The HSUS Urges Gov. Davis to Sign Bill Strengthening CA Animal Fighting Penalties
The Humane Society of the United States
The HSUS is applauding today's passage of landmark legislation strengthening California's anti-cockfighting law. The Senate approved the legislation today, clearing the bill to be sent to Governor Davis for his signature. The bill was introduced by State Senator Nell Soto (D-32nd) of Ontario. State Senator Tom McClintock (R-19th) was one of just three Senators to oppose the upgrade of the anti-cockfighting bill, which was backed by humane organizations, law enforcement agencies throughout the state, and the state's major agricultural organizations.
"Cockfighting is a vicious, cruel and violent activity that has not been deterred by existing law," Senator Soto said. "My bill will give law enforcement personnel the tools they need to crack down on this so-called sport by pursuing serious penalties against people who break the law."
The bill raises penalties for a first offense to a fine of up to $5,000. Penalties for a second offense increase to a fine of up to $25,000. The current law allows for only misdemeanor penalties with up to a $1,000 fine and a year in a county jail.
"Cockfighting deserves no safe haven in California and The Humane Society of the United States is grateful to Senator Nell Soto for her leadership in this effort to stamp out this gruesome spectacle," said Wayne Pacelle, HSUS senior vice president for communications and government affairs. "With hundreds of thousands of dollars changing hands at some organized cockfights, pitifully small fines are considered a minor cost of doing business. The only way to shrink the prevalence of cockfighting is to provide penalties that will bankrupt anyone who is a repeat offender."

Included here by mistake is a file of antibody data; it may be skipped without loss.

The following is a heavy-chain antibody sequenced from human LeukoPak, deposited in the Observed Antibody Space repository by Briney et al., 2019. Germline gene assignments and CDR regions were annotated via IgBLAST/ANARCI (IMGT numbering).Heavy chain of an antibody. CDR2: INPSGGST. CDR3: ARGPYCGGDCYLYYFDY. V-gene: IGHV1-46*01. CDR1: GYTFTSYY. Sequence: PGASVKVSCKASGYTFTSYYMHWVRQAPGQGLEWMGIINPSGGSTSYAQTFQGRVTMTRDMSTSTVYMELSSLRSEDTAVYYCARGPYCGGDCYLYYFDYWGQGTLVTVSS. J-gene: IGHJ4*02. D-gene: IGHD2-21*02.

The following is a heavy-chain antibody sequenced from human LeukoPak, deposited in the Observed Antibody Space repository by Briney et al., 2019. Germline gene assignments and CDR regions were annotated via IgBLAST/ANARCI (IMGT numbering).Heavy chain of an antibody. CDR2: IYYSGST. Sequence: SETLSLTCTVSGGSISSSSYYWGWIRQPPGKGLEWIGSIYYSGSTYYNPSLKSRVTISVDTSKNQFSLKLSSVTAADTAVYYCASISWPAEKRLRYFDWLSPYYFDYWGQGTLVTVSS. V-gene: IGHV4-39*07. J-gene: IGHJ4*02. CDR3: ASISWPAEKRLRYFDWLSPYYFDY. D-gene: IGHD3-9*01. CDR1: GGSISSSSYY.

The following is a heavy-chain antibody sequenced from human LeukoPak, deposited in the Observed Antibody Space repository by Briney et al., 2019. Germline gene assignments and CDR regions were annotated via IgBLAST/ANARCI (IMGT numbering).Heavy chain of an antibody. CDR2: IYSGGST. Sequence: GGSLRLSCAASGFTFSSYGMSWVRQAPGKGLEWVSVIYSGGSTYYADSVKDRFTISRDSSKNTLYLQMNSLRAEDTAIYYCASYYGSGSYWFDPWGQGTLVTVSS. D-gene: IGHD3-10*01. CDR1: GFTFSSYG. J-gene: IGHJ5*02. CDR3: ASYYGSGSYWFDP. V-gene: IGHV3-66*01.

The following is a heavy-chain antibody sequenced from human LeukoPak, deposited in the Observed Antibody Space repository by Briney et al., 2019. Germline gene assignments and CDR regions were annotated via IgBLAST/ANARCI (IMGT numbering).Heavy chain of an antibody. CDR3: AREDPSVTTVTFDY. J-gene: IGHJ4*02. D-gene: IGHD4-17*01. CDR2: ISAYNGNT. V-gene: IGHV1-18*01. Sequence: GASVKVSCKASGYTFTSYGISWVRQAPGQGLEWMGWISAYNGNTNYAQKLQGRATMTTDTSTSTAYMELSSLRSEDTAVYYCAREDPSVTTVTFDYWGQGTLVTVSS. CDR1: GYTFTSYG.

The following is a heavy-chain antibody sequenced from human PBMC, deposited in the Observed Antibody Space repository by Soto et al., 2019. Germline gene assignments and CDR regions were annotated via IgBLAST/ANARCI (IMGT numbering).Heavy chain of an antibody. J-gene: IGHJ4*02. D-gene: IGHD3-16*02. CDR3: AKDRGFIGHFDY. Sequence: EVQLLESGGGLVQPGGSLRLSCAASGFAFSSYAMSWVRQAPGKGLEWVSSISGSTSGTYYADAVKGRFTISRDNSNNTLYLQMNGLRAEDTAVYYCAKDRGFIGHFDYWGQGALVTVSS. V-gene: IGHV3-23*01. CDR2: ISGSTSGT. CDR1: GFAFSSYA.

"California had become a regional refuge for cockfighters because they knew our law and penalties are weaker than those in surrounding states," stated Eric Sakach, director for The HSUS' West Coast regional office in Sacramento. "The passage of this law will provide meaningful financial penalties for people who instigate bloody fights between animals."
All of the states bordering California -- Arizona, Nevada, and Oregon – have felony-level penalties for cockfighting. Earlier this year, a new federal law banning any interstate transport or exports of fighting animals took effect. A new bill to establish felony penalties for illegal animal fighting is now pending in Congress, and is cosponsored by Senators Dianne Feinstein and Barbara Boxer.
California officials acted quickly to enact this legislation after evidence surfaced linking illegal cockfighting to the spread of the highly contagious Exotic Newcastle Disease, which resulted in containment efforts that involved killing almost four million chickens. These efforts have come at a price, including more than $11 million dollars to compensate cockfighters and other backyard farmers for the loss of birds killed as part of disease eradication efforts.
During the course of the containment effort for Exotic Newcastle Disease, state and federal authorities have been stunned by the number of fighting bird operations. Some observers have claimed that there are 50,000 operations in the state. One such operation was raided earlier in August, resulting in the seizure of 2,000 roosters in American Canyon.
California joins Florida and Oregon in strengthening animal fighting laws this year. The bloodsport remains legal only in Louisiana and parts of New Mexico.
For more information, or to contact The Humane Society of the United States, see their website at: www.hsus.org
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